“We are stunned by the accusations that the kingdom is siding with Russia in its war with Ukraine,” Saudi defense chief Khalid bin Salman said. wrote in a post on Twitter. “It is telling that these false accusations are not coming from the Ukrainian government.”
The Saudi minister linked to what has become a common type of post by Ukrainian President Volodymyr Zelenskyy thanking the kingdom for its financial and diplomatic support, in this case $400 million in humanitarian aid. That kind of promise represents the latest example of how the kingdom often tries to support multiple sides of the same issue abroad and sometimes keeps its promises.
However, the damage seems irreversible. Senator Bob Menendez, chairman of the Foreign Relations Committee, threatened last week not to approve any new arms sales to the kingdom “beyond what is absolutely necessary to defend American personnel and interests” until he “reassesses his position regarding to war in the Ukraine.”
“Enough is enough,” the New Jersey Democrat said.
But, as Menéndez mentions, the move is not without its complications, leaving aside the mutually lucrative economic benefits of US arms sales to Saudi Arabia, commonly known among US military leaders as one of the “anchor states” in the region. .
More than 3,000 US troops are also based there in a handful of bases, representing a strategic boon for operations in the region. They also serve as perhaps the most tangible symbol of endorsement of US foreign policy in a predominantly Muslim region by the royal house that declares itself the protector of Islam’s holiest sites.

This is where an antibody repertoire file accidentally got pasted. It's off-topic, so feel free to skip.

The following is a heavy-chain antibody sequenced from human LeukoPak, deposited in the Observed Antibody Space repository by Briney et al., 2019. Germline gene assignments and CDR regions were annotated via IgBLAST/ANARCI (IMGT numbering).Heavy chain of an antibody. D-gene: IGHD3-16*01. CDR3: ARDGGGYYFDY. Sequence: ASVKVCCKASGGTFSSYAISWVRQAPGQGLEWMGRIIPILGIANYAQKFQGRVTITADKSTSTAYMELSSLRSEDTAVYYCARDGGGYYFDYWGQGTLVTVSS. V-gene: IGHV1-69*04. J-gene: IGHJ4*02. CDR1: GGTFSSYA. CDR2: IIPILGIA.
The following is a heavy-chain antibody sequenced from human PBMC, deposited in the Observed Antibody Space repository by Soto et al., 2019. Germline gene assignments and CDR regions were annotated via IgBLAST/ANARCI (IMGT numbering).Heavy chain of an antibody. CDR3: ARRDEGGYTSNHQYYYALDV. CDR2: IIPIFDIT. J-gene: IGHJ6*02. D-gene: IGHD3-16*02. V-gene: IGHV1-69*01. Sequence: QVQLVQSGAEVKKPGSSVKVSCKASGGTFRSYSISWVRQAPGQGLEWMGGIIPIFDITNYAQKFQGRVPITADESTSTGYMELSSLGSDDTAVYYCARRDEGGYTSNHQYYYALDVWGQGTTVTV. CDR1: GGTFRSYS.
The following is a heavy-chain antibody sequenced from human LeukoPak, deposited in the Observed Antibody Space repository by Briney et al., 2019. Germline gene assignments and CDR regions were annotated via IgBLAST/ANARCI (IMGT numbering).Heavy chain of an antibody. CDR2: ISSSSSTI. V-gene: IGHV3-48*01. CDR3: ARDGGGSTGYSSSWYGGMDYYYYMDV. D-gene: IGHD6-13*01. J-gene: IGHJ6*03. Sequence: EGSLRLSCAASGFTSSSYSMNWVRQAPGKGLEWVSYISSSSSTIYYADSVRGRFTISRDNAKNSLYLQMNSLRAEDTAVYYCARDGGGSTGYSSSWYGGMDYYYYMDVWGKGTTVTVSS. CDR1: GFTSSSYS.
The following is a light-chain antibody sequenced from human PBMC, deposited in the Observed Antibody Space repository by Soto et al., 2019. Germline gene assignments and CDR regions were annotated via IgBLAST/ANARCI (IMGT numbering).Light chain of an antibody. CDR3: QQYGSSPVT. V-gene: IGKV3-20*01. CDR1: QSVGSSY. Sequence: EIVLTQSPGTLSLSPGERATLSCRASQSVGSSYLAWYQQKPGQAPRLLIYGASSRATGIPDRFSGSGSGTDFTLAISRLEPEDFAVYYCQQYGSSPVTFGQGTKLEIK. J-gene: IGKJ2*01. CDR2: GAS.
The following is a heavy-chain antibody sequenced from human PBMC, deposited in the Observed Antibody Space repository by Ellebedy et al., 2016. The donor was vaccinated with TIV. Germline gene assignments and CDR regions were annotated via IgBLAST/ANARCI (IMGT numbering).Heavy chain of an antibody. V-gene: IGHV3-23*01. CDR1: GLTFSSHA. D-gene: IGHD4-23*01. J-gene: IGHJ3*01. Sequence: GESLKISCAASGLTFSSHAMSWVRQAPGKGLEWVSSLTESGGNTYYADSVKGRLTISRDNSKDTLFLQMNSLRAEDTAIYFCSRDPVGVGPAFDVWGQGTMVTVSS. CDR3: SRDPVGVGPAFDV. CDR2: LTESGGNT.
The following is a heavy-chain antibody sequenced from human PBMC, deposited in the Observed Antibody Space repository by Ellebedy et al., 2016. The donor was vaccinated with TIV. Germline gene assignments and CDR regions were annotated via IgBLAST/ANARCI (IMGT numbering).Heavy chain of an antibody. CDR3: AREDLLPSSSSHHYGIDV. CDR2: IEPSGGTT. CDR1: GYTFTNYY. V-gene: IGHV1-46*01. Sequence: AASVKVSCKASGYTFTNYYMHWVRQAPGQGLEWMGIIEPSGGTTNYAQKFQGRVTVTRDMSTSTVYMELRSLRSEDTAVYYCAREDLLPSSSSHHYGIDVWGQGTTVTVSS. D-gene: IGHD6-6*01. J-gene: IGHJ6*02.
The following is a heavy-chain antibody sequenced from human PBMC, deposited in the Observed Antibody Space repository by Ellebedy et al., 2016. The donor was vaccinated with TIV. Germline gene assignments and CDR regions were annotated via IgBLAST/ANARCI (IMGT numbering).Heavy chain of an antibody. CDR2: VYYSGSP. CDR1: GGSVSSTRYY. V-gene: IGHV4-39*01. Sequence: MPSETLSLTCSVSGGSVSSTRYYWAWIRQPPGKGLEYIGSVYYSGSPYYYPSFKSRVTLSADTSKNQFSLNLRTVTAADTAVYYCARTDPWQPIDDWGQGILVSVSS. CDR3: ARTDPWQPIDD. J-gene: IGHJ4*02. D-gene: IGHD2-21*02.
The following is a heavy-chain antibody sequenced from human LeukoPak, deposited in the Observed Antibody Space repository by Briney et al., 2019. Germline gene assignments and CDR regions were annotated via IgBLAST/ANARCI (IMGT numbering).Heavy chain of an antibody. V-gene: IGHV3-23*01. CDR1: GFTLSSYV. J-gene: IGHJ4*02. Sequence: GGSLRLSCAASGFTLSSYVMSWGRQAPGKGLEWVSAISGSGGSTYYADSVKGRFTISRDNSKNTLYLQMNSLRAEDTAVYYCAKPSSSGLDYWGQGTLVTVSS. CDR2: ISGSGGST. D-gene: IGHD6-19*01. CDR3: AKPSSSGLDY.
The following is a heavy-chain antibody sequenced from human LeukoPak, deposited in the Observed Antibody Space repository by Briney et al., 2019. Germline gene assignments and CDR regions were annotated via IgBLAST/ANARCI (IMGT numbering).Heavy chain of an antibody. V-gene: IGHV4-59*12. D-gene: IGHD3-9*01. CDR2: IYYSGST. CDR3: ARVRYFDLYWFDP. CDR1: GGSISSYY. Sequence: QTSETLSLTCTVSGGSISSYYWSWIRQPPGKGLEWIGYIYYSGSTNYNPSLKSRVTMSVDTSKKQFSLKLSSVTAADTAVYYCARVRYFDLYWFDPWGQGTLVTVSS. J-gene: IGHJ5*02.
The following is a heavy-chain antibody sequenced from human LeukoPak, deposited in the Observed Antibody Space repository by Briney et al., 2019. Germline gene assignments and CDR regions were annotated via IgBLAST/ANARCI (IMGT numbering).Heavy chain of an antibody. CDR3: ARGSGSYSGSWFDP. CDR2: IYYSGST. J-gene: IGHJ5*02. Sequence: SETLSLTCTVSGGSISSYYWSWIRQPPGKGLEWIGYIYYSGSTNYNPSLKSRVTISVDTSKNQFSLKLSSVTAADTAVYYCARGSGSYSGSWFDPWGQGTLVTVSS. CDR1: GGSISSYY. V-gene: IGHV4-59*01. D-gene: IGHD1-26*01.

“In fact, I’m concerned that we’re overreacting to the Saudis right now,” says Michael O’Hanlon, a senior fellow at the Brookings Institution. “I really don’t see a way to navigate the current challenge in global affairs without their help or at least a benign role.”
“MBS killed one person, or maybe a few. Putin has killed tens of thousands and threatens millions,” adds O’Hanlon. “We may have to choose the lesser of two evils in order to more effectively deal with the greater problem or threat.”
Tensions have escalated after a US administration under Donald Trump that appreciated its dealings with the Gulf hegemon gave way to President Joe Biden, who has sought to distance himself from reliance on fossil fuels. Instead, the current White House has criticized Riyadh for its appalling human rights record, including the crown prince’s complicity in the gruesome 2018 murder of US-based dissident journalist Jamal Khashoggi.
On Thursday, Biden said his administration is “about to talk” with Saudi Arabia about recalibrating their current relationship following the OPEC+ decision, without providing further details. However, administration spokesmen have since confirmed that he is, in fact, considering going ahead with such drastic threats.
“The arms sale will certainly be one of the options that we look at to see if it needs to be recalibrated,” White House national security spokesman John Kirby told Fox News.
However, national security adviser Jake Sullivan told CNN on Sunday that Biden has no plans to meet his Saudi counterpart at the G20 economic bloc summit in Indonesia next month.
“The president is not going to act rashly,” Sullivan said. “He’s going to be methodical, strategic, and he’s going to take his time to consult with members of both parties and also to have the opportunity to get Congress back so he can sit down with them in person and discuss the options.” .